Breach of warranty
What is a breach of warranty?
In real estate terms, a breach of warranty occurs when the transfer of title to a piece of property, sold by the seller to the buyer, fails due to ownership by a third party.
While breach of warranty means different things depending on the subject, in real estate it occurs when one of the following actions occurs with property in regards to a third party:
- The property was conveyed to a third party in part or in whole by the seller before the current sale.
- A property owner, other than the seller, conveyed the property in whole or in part to a third party.
- A third party has gained adverse possession of a property, such as squatting, prior to the date of the transfer of property.
- A third party was able to gain title to the property through a separate chain of title, such as through historic documents that prove the property was owned by a third party in the past with no transfer of ownership.
In most cases, a breach of warranty by a seller requires him or her to pay the buyer back the amount paid for the property, plus any interest. In some cases, the buyer gets to keep the property.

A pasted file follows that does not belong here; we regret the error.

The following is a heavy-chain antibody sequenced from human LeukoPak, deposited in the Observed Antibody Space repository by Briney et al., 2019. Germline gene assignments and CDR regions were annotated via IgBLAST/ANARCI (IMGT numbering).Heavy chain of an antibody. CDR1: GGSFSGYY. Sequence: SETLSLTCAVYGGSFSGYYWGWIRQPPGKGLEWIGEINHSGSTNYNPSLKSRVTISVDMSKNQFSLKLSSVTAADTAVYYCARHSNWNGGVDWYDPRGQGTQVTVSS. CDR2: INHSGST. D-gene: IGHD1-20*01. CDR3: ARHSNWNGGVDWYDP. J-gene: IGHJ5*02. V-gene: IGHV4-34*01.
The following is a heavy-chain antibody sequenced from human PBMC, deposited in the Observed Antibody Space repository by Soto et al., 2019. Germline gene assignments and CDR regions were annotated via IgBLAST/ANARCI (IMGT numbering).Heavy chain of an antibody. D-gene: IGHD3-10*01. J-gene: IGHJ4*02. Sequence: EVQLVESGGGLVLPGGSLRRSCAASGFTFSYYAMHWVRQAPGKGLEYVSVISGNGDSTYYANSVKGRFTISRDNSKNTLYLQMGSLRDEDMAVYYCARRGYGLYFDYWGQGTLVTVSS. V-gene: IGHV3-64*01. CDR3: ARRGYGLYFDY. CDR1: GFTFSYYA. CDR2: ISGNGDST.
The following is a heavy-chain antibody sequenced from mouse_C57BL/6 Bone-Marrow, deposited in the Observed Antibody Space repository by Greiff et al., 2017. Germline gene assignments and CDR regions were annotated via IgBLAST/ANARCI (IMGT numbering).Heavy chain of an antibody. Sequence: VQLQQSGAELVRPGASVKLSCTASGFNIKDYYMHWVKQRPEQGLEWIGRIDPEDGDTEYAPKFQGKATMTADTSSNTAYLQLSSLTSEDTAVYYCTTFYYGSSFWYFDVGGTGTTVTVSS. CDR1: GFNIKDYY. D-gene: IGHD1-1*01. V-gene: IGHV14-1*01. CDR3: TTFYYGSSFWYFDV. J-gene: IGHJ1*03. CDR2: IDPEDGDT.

In addition to a breach of warranty on the whole property, you also can have a breach of warranty on just part of the property. In this case, the seller would only have to pay the buyer back for the part of the property in question and not the whole property.
Breach of warranty example
A common example of a breach of warranty is when the seller does not own the deed, such as when paying a mortgage, but sells the property to a buyer.
Upon learning about the sale of the property to the buyer by the seller, the title holder, or third party, could take possession of the property since the seller had no right to sell the property in the first place. The courts could force the seller to give the buyer back any money paid for the property, and in some cases, they might even have to pay back interest.
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